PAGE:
The institutional scheme of Roman law was developed primarily by Gaius on the basis of a preceding tradition of law manuals. The scheme consists of dividing the law into a General Part, Family Law, Property Law, Law of Succession, Law of Obligations, and Civil Procedure. This scheme is apparent not only in Gaius’s Institutes but also in the whole of his didactic scheme, which can be discerned from descriptions of the curriculum in his time. Gaius’s larger didactic scheme is indebted to contemporary philosophical, rhetorical, and didactic currents, which made it possible for him to organise the law of Rome in such a solid and plausible way that the emperor Justinian adopted this scheme for his compilation, comprising the Institutes, the Digest, and the Codex.
Jakob Fortunat Stagl
Arnaldo Momigliano and Andrew Lintott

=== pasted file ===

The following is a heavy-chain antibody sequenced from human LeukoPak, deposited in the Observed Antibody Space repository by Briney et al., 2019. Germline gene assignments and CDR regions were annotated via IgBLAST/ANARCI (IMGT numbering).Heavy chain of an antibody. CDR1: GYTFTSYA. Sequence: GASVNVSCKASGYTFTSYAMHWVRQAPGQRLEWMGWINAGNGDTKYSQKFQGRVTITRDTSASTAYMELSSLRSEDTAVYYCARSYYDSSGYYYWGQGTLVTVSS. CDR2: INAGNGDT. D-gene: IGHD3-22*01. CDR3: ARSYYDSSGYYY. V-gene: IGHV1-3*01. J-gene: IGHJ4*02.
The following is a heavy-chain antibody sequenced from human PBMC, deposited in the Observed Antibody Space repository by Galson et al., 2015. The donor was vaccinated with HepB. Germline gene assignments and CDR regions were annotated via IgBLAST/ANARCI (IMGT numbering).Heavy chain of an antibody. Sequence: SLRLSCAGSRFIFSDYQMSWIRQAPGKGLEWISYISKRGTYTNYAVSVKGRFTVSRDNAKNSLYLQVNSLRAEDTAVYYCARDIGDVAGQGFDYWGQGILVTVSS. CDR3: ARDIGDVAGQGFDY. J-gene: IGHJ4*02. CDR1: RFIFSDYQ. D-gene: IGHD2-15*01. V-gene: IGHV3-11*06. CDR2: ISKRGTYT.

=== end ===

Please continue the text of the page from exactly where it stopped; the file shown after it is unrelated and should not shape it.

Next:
Senatus consultum ultimum ‘the ultimate decree of the *senate’, a modern term, deriving from Caes. BCiv. 1. 5, for what was in fact a declaration of emergency.This decree urged magistrates, usually the consul or consuls, to take measures to defend the respublica and see that it came to no harm (Cic.Phil. 5. 34; Sall.Cat. 29). It was interpreted as authorizing the magistrates to employ physical repression against (unspecified) public enemies without being bound by strict legality. Inevitably it was a matter of political controversy, since questions arose whether the circumstances merited this decree and what level of force and illegality was appropriate after it.The decree was first both passed and accepted by the consul in 121 bce, against C. *Sempronius Gracchus and M. *Fulvius Flaccus. It was later used against L. *Appuleius Saturninus and C. *Servilius Glaucia (100), M. *Aemilius Lepidus (2) (77), the Catilinarians (see sergius catilina, l.